Things are looking up for the Boeing 777x, the Boeing Company’s newest aircraft offering and one of its most highly anticipated. Looking to be the largest and most efficient twin-engine jet in the world, the 777x aims to balance both efficiency, sustainability, and comfort in the confines of one revolutionary plane. And as it is slated to finish this 2019, the jet has made significant progress with its construction – namely, on its engines.
With their development awarded to GE Aviation in 2014, the GE9X turbofans – billed as the world’s biggest jet engines – have gone through a number of rigorous tests to withstand the various conditions and problems the 777x might face. This time around, they’ve been testing the engines in subzero weather, which hosts some of the more dangerous flying conditions for aircraft.
But what does this mean for the 777x? We break down the importance of this development.
Carrying the 777x’s weight
One of the more formidable challenges the GE9X engines have to face is accommodating the 777x’s load while it is in the sky. While the specs for the 777x have yet to be released, there’s no doubt about the enormity of the aircraft:
- The 777x’s cabin looks to be the widest in aviation history, being 4 inches wider than the 777 and 787 Dreamliner, its predecessors. Aside from spaciousness, one could say that the cabin is set to accommodate 350-450 seats – depending on the jet variant – along with an array of world-class amenities.
- Aside from this, the 777x’s 72-meter wing looks to be 11 feet longer than the Code E airport span limit, which may add to the jet’s overall weight.
- The engines themselves are also quite sizable as well. At 11 ft in diameter, WIRED notes that the engines are the size of a Boeing 737 fuselage.
That said, to move a jet of that caliber, one would need to produce at least 115,000 pounds of thrust – or at least, in the case of the Boeing 777. However, what makes the GE9X even more remarkable is that it marks down on the thrust – producing 105,000 pounds as opposed to its predecessors. With 10,000 pounds worth of thrust out the window, how does the engine look to carry on the 777x’s size?
A step towards fuel efficiency
The key lies in the plane’s overall construction. To cut fuel consumption down by 12%, Boeing has employed a number of design decisions:
- The 777x’s long wings are said to provide a better lift-to-drag ratio, while its raked wingtip design looks to ensure that it stays up in the air.
- The aircraft’s nacelles are also designed with the laminar flow in mind, so that the air goes across them more smoothly, thereby reducing drag.
That said, the GE9X not only requires less thrust to give but also relies on less fuel to produce that amount of thrust. But aside from this, the engines also carry an array of features that take fuel efficiency and durability one step further. WIRED notes the rest of the developments here.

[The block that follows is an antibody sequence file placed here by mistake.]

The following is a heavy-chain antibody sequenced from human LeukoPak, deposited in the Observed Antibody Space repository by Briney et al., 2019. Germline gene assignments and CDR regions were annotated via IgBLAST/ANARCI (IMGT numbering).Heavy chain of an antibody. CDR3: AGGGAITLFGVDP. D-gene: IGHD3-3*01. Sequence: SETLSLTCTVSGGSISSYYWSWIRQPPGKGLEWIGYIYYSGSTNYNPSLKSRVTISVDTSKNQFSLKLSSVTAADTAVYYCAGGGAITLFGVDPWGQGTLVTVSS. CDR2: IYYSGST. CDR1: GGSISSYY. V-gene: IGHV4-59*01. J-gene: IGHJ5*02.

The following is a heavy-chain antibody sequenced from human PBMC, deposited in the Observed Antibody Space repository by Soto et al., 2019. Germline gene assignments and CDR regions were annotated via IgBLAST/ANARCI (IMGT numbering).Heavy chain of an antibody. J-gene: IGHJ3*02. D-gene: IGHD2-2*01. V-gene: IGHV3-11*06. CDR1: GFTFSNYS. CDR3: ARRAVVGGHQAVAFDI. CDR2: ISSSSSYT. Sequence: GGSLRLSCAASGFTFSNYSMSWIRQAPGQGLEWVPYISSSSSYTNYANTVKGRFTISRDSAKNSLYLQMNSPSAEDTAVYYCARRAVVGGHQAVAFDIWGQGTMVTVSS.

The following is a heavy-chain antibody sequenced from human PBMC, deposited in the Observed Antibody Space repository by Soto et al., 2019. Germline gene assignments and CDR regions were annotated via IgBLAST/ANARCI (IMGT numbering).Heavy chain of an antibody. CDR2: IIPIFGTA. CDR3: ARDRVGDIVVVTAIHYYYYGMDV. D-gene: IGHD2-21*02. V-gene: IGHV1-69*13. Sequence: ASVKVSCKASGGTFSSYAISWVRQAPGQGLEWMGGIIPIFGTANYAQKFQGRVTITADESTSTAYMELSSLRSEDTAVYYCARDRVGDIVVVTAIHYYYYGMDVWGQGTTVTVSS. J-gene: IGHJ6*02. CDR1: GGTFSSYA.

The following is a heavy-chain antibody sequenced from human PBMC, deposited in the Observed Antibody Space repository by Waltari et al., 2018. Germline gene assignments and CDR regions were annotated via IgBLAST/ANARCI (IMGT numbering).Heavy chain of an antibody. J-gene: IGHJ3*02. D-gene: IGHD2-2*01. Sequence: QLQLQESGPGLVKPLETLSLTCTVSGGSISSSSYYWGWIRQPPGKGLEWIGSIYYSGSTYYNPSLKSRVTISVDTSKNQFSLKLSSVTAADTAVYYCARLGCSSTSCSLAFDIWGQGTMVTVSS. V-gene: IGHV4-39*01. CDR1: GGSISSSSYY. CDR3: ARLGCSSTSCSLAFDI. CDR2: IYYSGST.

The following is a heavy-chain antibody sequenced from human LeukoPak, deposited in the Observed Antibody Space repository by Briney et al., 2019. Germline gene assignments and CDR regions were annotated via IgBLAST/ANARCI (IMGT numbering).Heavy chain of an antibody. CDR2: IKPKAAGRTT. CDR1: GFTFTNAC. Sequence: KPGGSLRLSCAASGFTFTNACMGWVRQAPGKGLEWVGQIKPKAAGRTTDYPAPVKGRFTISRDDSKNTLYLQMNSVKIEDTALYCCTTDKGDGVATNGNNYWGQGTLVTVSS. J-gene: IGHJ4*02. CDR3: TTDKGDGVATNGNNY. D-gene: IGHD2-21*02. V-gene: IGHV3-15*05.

- The fan blades are made with carbon fiber, making it lighter and less susceptible to stress the engine.
- The engine’s air compressor packs the incoming airflow at a 27:1 compression ratio, which in turn makes it require less fuel and helps burn it at 10% more efficiency.
- To keep up with the intense conditions that may occur within the engine, the GE9X makes use of a ceramic-composite lining to withstand temperatures up to 2,400°F.
Ready for all conditions
All this considered, it is then essential that the GE9X does not succumb to any external or internal elements that may cause it to malfunction and jeopardize the 777x. And this is where the testing comes in. While the tech components of the engine had undergone testing since 2013, it was only during 2016 that it had begun FAA certification testing on the full GE9X engine.
The current icing test plays a crucial role in particular, as the ice that may form on the fans could add weight and throw the plane off. But aside from this, the trials also include how the engines will react to sandy terrain and other obstructions, such as bird intrusions. Nonetheless, with the GE9X’s current progress, we’re looking to see it bring the 777x into the skies by 2020.
Learn more about the GE9X
With the amount of power the GE9X holds and the promising tech built for it, we’re looking forward to seeing how the engine will play out in the future. Contact us if you’d like to talk more about the GE9X and its developments, or submit a flight request with us for your next trip.